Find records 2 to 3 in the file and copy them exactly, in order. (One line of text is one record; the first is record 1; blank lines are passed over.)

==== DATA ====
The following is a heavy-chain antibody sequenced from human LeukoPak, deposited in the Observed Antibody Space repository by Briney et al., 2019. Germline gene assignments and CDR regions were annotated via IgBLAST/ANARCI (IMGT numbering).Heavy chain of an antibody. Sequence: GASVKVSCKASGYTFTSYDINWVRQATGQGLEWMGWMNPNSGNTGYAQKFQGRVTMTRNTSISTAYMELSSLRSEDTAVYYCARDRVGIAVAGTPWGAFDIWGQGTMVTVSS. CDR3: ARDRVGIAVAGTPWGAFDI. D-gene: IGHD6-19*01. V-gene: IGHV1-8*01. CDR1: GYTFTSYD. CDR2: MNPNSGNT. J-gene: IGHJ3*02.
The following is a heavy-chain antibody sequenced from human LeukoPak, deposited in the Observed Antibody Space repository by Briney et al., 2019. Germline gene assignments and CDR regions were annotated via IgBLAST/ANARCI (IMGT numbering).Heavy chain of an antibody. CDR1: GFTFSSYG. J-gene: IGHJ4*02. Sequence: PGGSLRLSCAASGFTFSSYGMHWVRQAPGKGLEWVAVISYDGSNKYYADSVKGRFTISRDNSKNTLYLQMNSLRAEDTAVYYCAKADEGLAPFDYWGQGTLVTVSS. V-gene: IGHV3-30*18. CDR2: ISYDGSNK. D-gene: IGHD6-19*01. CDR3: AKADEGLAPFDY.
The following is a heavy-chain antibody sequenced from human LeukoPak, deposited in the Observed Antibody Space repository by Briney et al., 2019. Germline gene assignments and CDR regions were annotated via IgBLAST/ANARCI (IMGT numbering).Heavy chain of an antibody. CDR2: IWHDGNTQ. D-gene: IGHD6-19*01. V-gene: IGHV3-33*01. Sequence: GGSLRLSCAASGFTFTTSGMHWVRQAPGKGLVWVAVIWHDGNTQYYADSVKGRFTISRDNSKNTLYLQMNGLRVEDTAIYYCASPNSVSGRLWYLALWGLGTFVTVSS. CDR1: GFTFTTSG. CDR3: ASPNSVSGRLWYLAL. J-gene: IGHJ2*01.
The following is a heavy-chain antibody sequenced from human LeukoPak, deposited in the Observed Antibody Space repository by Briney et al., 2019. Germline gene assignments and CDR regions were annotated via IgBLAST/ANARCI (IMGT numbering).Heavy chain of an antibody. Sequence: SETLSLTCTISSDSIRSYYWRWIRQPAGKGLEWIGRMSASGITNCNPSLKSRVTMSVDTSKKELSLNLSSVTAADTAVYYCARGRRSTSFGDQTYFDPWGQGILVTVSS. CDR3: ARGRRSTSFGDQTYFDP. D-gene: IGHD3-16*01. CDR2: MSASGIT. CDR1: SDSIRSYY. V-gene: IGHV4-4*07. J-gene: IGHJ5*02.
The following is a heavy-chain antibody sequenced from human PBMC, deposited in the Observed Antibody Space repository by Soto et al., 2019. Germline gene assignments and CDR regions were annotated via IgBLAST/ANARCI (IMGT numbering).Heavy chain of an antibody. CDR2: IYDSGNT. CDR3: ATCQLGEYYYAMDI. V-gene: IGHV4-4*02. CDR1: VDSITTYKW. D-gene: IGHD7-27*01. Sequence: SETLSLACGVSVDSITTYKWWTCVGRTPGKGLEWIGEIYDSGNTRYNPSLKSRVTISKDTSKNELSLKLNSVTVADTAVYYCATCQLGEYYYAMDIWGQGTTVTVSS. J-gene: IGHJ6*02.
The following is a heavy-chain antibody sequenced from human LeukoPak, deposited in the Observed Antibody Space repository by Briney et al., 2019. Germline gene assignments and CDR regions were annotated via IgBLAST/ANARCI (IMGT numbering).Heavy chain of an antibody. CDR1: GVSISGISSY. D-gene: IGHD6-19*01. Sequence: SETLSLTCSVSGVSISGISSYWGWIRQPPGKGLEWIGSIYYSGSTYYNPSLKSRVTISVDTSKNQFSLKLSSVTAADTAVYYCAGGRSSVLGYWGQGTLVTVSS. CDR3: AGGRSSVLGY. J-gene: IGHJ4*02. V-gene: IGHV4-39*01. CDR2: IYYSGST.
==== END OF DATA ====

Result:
The following is a heavy-chain antibody sequenced from human LeukoPak, deposited in the Observed Antibody Space repository by Briney et al., 2019. Germline gene assignments and CDR regions were annotated via IgBLAST/ANARCI (IMGT numbering).Heavy chain of an antibody. CDR1: GFTFSSYG. J-gene: IGHJ4*02. Sequence: PGGSLRLSCAASGFTFSSYGMHWVRQAPGKGLEWVAVISYDGSNKYYADSVKGRFTISRDNSKNTLYLQMNSLRAEDTAVYYCAKADEGLAPFDYWGQGTLVTVSS. V-gene: IGHV3-30*18. CDR2: ISYDGSNK. D-gene: IGHD6-19*01. CDR3: AKADEGLAPFDY.
The following is a heavy-chain antibody sequenced from human LeukoPak, deposited in the Observed Antibody Space repository by Briney et al., 2019. Germline gene assignments and CDR regions were annotated via IgBLAST/ANARCI (IMGT numbering).Heavy chain of an antibody. CDR2: IWHDGNTQ. D-gene: IGHD6-19*01. V-gene: IGHV3-33*01. Sequence: GGSLRLSCAASGFTFTTSGMHWVRQAPGKGLVWVAVIWHDGNTQYYADSVKGRFTISRDNSKNTLYLQMNGLRVEDTAIYYCASPNSVSGRLWYLALWGLGTFVTVSS. CDR1: GFTFTTSG. CDR3: ASPNSVSGRLWYLAL. J-gene: IGHJ2*01.